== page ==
July 09, 2019

Tent Industry questions with Gery Warner

1.  How has technology changed the structure of tents today versus five years ago?

I cannot speak for the industry as I could so long ago as chair of the Tent Renters Association, but I can tell you about how technology has changed our Tentnology tents. They’ve morphed over the years, reflecting our experience, our clients’ feedback, refinement in our analytical tools and response to foreign code demands. We make tents for stock to ensure rapid delivery to global markets, so we try our best to make them for some 85% of situations to which that particular tent type may be exposed. In this way, we facilitate sales and hope to minimize technical and bureaucratic issues for the user. Our primary concern is physics, of course; codes are secondary but becoming increasingly an obstacle for events. We find the design of big, permanent structures relatively easy regarding code, as the value and known fixed location make it worthwhile. Itinerant structures are a horse of a different colour as they must be designed to be located anywhere as well as for rapid strike, transport and assembly.

Many of our structures have changed, some in subtle ways barely detectible. Stronger alloys, thicker materials, along with design enhanced by our Darwinian software can tune an already good design into something better, yet stronger and more effective. 
For France, Germany, Canada, Australia or USA, to mention a few, we have to provide documents, But with the array of Tentnology structure families, doing so presents great challenge. And, of course the code folks, in their wisdom, change the rules of the game at a whim. Then too, bizarrely, an engineer’s seal in many American states must be renewed annually. There is no good reason for that rule; it’s just the way it is. That’s very unfair for local engineers in my view. Are they not trusted professionals? Is a local government inspector to be trusted any more. It’s the engineer that has professional liability and professional ethic, unheard of for government. Then, from our standpoint, take 50 tents, arrange them in 20 different configurations … each …, produce a report for each, get a local engineer to certify it, then do it all again next year, and you begin to understand the enormity of the bureaucratic burden foisted upon the rental industry by the code mandarins. The whole process can dampen any creative spirit one might have. Having said that, we carry on, come up with another brainwave and away we go again. So, just keeping up would be impossible without that software we developed over the past 30 years. Of course, fancy software alone is not the answer. 

The rental industry has quite a few special demands: 
1. Strength: rental tents must be strong enough to withstand the weather,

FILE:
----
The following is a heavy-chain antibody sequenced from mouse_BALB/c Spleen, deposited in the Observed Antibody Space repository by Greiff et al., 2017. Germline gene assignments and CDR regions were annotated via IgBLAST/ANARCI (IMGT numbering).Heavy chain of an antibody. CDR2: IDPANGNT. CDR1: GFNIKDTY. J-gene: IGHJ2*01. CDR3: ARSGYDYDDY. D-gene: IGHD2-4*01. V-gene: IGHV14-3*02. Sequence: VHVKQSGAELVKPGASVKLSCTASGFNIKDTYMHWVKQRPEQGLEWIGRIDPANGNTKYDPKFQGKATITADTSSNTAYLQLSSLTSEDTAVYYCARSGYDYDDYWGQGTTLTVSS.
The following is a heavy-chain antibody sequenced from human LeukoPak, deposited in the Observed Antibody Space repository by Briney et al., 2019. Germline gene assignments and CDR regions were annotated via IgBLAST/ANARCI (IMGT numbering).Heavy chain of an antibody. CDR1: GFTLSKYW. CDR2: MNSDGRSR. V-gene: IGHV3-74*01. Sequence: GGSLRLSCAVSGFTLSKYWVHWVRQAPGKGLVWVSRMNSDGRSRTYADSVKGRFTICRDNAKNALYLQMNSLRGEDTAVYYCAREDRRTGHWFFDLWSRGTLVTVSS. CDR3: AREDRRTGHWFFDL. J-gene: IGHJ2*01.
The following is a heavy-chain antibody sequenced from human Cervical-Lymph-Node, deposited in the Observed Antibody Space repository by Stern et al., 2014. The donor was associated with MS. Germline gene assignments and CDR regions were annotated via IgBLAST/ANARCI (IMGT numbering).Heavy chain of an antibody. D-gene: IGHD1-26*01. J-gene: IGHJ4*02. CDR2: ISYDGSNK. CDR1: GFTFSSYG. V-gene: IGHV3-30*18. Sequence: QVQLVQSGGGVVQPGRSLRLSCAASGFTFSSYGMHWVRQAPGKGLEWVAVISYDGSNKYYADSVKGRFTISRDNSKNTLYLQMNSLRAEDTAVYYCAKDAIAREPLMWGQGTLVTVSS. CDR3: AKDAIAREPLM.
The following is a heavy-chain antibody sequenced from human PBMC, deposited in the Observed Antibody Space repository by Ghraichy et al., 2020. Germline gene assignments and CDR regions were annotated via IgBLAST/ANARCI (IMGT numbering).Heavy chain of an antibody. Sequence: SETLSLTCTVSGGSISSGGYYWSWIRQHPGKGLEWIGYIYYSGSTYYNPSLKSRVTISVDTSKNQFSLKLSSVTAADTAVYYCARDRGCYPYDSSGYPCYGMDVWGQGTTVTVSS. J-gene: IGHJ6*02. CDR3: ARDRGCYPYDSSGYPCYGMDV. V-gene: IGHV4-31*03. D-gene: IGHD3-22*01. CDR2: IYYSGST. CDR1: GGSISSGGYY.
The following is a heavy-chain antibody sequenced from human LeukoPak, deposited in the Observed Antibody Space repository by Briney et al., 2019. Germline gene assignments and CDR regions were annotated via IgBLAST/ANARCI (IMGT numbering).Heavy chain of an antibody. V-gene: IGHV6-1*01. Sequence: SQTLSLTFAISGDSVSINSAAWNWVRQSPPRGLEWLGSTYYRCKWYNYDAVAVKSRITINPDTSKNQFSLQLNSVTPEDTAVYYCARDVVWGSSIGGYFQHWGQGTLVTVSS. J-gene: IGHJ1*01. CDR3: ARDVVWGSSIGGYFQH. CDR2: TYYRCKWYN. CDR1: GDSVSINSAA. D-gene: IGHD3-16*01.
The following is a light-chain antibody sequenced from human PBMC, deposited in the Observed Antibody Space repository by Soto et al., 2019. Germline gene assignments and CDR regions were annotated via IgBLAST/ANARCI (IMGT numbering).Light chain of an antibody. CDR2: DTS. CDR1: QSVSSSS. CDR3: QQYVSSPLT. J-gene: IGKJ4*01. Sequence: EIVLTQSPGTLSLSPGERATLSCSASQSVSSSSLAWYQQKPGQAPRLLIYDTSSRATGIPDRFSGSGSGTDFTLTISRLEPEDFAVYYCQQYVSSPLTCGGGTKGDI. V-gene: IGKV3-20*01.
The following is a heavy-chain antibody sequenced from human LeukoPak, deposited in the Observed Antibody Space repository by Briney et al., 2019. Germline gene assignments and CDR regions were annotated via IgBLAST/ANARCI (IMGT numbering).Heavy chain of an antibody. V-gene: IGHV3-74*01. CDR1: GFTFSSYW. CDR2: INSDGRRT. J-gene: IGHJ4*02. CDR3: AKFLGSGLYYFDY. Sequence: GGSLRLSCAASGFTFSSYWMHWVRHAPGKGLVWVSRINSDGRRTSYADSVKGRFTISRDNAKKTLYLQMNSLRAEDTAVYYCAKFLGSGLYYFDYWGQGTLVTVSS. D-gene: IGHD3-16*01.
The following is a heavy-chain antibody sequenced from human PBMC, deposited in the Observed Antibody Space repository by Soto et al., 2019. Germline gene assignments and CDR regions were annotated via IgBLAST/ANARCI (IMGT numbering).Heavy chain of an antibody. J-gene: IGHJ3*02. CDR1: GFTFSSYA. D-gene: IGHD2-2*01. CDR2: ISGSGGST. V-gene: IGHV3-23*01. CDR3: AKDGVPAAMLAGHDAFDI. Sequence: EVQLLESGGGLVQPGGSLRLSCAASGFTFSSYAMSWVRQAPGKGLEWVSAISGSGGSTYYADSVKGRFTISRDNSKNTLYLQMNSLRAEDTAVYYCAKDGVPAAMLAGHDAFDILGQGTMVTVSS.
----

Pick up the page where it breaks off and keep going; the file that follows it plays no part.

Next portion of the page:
2. Durable: robust to handle repeated installations, 
3. Elegantly simple: brain-dead simple enough that it can be assembled at 3 a.m. with a new crew … in a rainstorm, 
4. Light weight: light enough to be easy to handle, 
5. Compact: store compactly for easy shipping, 
6. Economical: And of course, all at Walmart prices expected by the industry. 
7. Competitive: Oh, and if you don’t throttle the price, understandably your faithful customer will send his precious dollars to the competition who has just as faithfully copied us. Because, if I’ve done my job, I made a product that is so simple yet effective, that any of those so inclined can just as faithfully copy it. 
8. Quality: Of course, it’s all fun until someone loses an eye with an inferior product and then the code asylum wakes up and makes matters worse.
It’s a challenging game that our Tentnology CAE software helps us play.

2. How and why does engineering play a bigger role in developing new styles of tents? 

In Europe, the original TentHall makers had engineers, but the North American industry had few. In Europe, the now modern tent industry was born out of a German aircraft manufacture that was prevented from making more aircraft by the rules set up by the allies. So, their very advanced aluminum industry was relegated to making window frames until some bright fellows morphed the steel and wood keder system into what we have today. The American industry developed out of the covered wagon supply trade. No engineers needed. So, when we entered the business, knowing nothing about tents, their markets, we just took a blue sky, yet engineering analytical approach.  Engineering has always played a role in my world, so tents were no exception. I respect the discipline and actually at present have on staff many engineers, as well as myself. In our beginning 45 years ago, we would not have developed our first tent had we no desire to make something, anything. Call us little beavers. That’s what engineers do; we make stuff. Then, bit by bit we went deeper, further. We were curious about tents. Since most of the physical world as we know it, behaves according to natural forces, we figured a tent ought be no different. So we set out to purchase software that would help. An ambling journey through Europe yielded nothing but what was already obsolete software that we could only lease, that ran only on already old hardware. So, we came home, gathered some smart people around, and made our own. The investment was big, never-ending, but deeply satisfying and has paid off as we became able to create new structure, modify existing and document the process well. Of course our field experience is invaluable, always keeping it real.